Long ago, two Elder berries got into a fight, the tribe split in two, the strawberries against the blackberries. Now, new passions arise between the new generation - could this be the end of the feud or will it just fan the flames? 

Two flavors, both alike in sweetness In fair Verona, where we lay our scene From ancient cold break new freezer burn Where civil juice makes civil fruits unclean


Did you just turn gelato into Shakespeare. 

therealultrabaguette:

essegigi:

daftwithoneshoe:

harleys-hyenas:

daftwithoneshoe:

Am I the only one really bothered by the fact that the strawberry and the blackberry are touching?

Let them touch, they don’t get to often because of their tragic forbidden love.

Long ago, two Elder berries got into a fight, the tribe split in two, the strawberries against the blackberries. Now, new passions arise between the new generation - could this be the end of the feud or will it just fan the flames? 

Two flavors, both alike in sweetness
In fair Verona, where we lay our scene
From ancient cold break new freezer burn
Where civil juice makes civil fruits unclean

Did you just turn gelato into Shakespeare.
 

(via englishmajorhumor)


Runaway
Kanye West

Never was much of a romantic
I could never take the intimacy
And I know I did damage
Cause the look in your eyes is killing me
I guess you’ve got another advantage
Cause you could blame me for everything
And I don’t know how I’ma manage
If one day you just up and leave

(via tepitome)



Free Man in Paris
Joni Mitchell
Court and Spark

memoriescantwait:

"Free Man in Paris" - Joni Mitchell

From Court and Spark (1974)


Happy birthday to little Rosie

Happy birthday to little Rosie




humansofnewyork:

These children are members of Iraq’s Yazidi minority, who are one of many minorities deemed expendable by ISIS militants. In the last few days, ISIS has moved into their villages and taken their homes. Tens of thousands of the villagers fled into a nearby range of mountains. Realizing this, ISIS circled the mountains with guns, blocked all the roads, and waited for them to die of thirst in the 120 degree heat. These children belonged to some of the families lucky enough to escape. While their parents were panicking about their relatives trapped in the mountains, these kids found a quiet place to play. I found them banging on some cans. I asked them what they were doing. “We’re building a car,” they said. "Isn’t that cute," I thought. "They’re imagining the cans are cars."When I came back 5 minutes later, they had punctured holes in all four cans. Using two metal wires as axles, they turned the cans into wheels, and attached them to the plastic crate lying nearby. They’d built a car. (Dohuk, Iraq)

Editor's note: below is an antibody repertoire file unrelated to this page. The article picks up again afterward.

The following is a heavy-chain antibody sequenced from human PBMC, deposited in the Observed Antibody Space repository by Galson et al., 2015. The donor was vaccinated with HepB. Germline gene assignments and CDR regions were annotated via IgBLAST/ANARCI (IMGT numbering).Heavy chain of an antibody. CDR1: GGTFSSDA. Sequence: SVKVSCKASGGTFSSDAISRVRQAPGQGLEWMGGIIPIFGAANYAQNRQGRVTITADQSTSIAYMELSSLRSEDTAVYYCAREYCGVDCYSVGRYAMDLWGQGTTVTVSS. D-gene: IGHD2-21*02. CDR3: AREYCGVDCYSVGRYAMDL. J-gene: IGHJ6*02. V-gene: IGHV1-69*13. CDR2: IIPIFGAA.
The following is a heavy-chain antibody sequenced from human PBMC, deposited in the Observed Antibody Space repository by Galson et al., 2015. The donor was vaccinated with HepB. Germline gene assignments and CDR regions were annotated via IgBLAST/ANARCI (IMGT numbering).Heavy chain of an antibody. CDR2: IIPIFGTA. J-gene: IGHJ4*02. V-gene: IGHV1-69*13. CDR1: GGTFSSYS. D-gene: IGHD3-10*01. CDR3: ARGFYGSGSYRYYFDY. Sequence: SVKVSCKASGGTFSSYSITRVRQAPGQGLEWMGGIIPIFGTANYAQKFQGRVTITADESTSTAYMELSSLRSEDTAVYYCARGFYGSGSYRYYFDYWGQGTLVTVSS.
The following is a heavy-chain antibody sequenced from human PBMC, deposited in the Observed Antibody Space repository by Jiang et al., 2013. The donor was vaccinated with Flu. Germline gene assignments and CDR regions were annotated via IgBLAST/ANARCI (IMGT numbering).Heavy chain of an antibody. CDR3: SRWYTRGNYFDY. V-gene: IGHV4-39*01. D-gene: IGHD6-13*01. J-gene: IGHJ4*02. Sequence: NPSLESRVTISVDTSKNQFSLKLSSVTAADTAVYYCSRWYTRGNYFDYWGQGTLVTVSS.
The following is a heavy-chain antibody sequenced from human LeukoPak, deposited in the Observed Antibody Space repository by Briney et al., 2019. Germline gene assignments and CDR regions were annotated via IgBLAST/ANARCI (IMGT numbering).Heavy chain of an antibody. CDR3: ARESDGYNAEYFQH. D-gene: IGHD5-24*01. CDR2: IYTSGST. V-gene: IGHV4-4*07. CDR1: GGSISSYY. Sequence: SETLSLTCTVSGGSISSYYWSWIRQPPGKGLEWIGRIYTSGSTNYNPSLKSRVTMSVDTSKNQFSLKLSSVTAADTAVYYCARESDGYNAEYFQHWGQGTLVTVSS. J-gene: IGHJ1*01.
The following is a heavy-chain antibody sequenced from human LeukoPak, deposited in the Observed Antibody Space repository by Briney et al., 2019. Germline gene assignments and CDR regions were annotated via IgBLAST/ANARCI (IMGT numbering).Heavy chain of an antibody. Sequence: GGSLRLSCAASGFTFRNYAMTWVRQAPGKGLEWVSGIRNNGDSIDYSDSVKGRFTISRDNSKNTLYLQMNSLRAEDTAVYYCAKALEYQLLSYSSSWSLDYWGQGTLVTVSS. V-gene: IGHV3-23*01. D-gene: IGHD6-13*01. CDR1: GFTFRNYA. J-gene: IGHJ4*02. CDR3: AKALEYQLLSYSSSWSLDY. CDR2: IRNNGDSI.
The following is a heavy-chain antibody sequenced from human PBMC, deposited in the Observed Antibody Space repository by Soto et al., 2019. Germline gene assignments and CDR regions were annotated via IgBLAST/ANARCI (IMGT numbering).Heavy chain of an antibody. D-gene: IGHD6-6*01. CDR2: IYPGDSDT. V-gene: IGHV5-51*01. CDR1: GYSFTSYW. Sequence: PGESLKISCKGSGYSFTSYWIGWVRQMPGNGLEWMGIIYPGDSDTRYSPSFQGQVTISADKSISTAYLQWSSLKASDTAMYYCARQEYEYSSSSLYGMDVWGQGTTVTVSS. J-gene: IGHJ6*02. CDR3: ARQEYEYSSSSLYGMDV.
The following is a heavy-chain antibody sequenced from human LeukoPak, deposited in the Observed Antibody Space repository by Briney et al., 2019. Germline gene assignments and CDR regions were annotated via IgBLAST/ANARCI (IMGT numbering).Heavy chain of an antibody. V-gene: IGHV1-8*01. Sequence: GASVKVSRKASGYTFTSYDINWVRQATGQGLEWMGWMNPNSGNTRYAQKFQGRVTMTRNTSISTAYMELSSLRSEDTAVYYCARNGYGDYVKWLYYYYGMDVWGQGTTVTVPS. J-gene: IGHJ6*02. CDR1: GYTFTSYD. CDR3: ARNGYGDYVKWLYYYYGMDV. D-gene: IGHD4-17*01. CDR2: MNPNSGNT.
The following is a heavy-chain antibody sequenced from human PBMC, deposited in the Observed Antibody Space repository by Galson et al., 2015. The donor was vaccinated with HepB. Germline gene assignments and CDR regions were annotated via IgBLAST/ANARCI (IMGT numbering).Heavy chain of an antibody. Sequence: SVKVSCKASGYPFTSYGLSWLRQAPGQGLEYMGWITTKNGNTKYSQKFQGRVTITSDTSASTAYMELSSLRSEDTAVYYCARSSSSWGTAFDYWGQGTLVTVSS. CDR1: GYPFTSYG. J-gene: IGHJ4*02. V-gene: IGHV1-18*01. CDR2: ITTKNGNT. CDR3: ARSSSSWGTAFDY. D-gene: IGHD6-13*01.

humansofnewyork:

These children are members of Iraq’s Yazidi minority, who are one of many minorities deemed expendable by ISIS militants. In the last few days, ISIS has moved into their villages and taken their homes. Tens of thousands of the villagers fled into a nearby range of mountains. Realizing this, ISIS circled the mountains with guns, blocked all the roads, and waited for them to die of thirst in the 120 degree heat. These children belonged to some of the families lucky enough to escape. While their parents were panicking about their relatives trapped in the mountains, these kids found a quiet place to play. I found them banging on some cans. I asked them what they were doing. “We’re building a car,” they said. 
"Isn’t that cute," I thought. "They’re imagining the cans are cars."

When I came back 5 minutes later, they had punctured holes in all four cans. Using two metal wires as axles, they turned the cans into wheels, and attached them to the plastic crate lying nearby. They’d built a car. (Dohuk, Iraq)


pigballoon:

a marriage.

Is Jonze reworking his own personal history? In his ex-wife Sofia Coppola’s Lost in Translation (where Coppola’s alter-ego is played by Johansson—a bizarre coincidence?), the husband (a music video director) is oblivious to his wife’s alienation. Her is an admission of that obliviousness and a lament for it.”

(via daddyfuckedme)


adreianpayne:

yes hello we are open good morning

adreianpayne:

yes hello we are open good morning

(via commissarcorgi)


pitchfork:

Drake jumps on Atlanta newcomer iLoveMakonnen’s weeknight anthem “Club Going Up on a Tuesday” on our latest Best New Track.